Tuesday was the last day for Democratic voters in New York to cast their ballots for the presidential primary elections, in-person or through the mail.
In Jefferson County, former Vice President Joe Biden finished the night with 598 votes, 66 percent of the in-person votes cast. Vermont Sen. Bernie Sanders followed with 200 votes, 22 percent of in-person votes. Coming in third was former South Bend, Ind., mayor Pete Buttigieg, with 32 votes, only 3.5 percent of the ballots cast.
In Lewis County, Mr. Biden also was the winner, with 145 total votes cast, which is 61 percent of the day’s vote. Sanders came in second with 53 votes, 22 percent of the in-person vote. Massachusetts Sen. Elizabeth Warren finished third in the county, with 14 votes.
In St. Lawrence County, Biden finished the night with 1,054 votes, 59 percent of the day’s total. Sanders finished with 424 ballots cast, 24 percent of the day’s vote. Buttigieg finished third, with 75 votes, 4.25 percent of the in-person vote.
In Jefferson County, 922 ballots were cast in person, and 2,409 absentee ballots were received by election day.
In Lewis County a total of 244 in-person ballots were cast. Officials could not be reached by press time for the number of absentee ballots received.
In St. Lawrence County, 1,952 ballots were cast in person for the Democratic primary, and 3,429 were cast in the primary races for county court judge between Nicole Duvé and Greg Storie. In total, 5,381 in-person ballots were cast for the county, and 5,229 absentee ballots were received by election day.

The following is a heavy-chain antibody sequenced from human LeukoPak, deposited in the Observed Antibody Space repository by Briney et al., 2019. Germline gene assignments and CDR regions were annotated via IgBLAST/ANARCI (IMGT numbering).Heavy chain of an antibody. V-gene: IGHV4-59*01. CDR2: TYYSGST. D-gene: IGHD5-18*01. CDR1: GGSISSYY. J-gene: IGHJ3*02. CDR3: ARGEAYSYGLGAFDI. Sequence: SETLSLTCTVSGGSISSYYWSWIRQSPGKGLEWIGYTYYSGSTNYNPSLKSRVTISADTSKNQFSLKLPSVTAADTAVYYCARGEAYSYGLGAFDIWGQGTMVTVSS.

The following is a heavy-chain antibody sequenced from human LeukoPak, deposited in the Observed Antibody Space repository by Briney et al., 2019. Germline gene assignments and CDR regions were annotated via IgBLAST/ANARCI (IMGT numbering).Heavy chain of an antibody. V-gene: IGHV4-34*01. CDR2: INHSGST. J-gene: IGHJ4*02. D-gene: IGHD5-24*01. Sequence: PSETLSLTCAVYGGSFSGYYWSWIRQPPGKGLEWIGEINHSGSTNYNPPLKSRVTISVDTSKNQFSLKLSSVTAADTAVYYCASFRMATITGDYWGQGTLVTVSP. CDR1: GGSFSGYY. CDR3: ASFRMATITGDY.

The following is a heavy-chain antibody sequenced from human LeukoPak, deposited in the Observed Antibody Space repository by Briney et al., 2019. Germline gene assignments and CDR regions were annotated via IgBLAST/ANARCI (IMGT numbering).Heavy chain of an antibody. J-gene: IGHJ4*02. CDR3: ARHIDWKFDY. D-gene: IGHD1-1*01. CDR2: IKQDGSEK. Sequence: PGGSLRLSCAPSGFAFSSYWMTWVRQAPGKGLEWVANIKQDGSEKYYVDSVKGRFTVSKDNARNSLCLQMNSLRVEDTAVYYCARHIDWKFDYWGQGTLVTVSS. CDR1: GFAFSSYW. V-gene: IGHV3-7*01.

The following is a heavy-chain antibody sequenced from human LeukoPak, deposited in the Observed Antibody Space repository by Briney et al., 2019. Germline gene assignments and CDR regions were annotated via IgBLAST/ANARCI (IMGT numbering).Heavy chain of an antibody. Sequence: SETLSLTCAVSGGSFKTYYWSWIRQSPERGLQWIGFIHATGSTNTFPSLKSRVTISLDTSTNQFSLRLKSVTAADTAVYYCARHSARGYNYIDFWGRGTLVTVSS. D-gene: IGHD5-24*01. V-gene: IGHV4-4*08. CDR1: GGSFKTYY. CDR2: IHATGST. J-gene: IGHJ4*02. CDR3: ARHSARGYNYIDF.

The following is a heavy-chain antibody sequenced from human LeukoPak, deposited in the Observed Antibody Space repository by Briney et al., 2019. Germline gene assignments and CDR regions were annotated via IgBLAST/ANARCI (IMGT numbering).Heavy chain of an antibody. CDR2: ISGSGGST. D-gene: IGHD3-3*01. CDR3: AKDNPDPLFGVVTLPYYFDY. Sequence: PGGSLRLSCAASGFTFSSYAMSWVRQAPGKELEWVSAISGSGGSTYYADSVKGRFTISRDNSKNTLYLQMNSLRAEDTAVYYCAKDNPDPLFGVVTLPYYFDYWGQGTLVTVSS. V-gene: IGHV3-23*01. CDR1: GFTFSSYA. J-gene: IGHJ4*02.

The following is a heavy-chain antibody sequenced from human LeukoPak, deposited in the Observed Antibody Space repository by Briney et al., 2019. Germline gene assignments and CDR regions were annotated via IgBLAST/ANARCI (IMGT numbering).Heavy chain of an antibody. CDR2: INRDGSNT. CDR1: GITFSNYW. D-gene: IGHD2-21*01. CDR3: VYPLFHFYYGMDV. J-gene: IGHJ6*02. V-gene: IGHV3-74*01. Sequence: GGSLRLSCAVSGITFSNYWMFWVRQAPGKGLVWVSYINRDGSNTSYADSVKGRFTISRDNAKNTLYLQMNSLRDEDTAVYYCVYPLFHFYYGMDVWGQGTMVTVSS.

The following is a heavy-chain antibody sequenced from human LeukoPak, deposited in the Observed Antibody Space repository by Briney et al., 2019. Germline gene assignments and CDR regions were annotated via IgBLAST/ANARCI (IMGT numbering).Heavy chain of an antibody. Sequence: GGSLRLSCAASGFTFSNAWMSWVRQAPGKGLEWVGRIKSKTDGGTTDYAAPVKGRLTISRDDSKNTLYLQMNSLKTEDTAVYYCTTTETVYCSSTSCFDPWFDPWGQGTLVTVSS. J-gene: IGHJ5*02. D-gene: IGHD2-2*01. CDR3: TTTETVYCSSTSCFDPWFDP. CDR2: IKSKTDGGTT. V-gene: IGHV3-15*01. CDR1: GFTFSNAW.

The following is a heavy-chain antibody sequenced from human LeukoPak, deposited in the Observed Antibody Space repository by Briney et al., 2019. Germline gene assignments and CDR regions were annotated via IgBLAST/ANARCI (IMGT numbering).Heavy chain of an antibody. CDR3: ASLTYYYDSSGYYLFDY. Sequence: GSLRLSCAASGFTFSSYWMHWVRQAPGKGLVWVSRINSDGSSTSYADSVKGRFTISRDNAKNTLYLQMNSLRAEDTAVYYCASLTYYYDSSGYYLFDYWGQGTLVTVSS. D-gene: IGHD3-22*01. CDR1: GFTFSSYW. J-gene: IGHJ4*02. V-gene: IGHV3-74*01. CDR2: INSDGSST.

As long as an absentee ballot was postmarked by Election Day, it can be received up to June 30 and counted. The count will start on July 1, after the county and state boards of elections finish verifying that each voter submitted only one ballot.
“We want to make sure that the voter who votes here doesn’t also vote in Lewis County, for example,” said Babette M. Hall, Jefferson County’s Democratic election commissioner.
As a result of the high number of absentee ballots cast across the state, the final results will not be available until next week.
Mr. Biden won the night across the state, and his victory was called almost immediately after the polls closed. As the former vice president had already secured the requisite 1,991 delegates in early June, Tuesday’s election was more of a formality than anything else.
Mr. Sanders was still on the ticket formally and has been collecting delegates in order to have a say in the upcoming Democratic convention, scheduled for mid-August.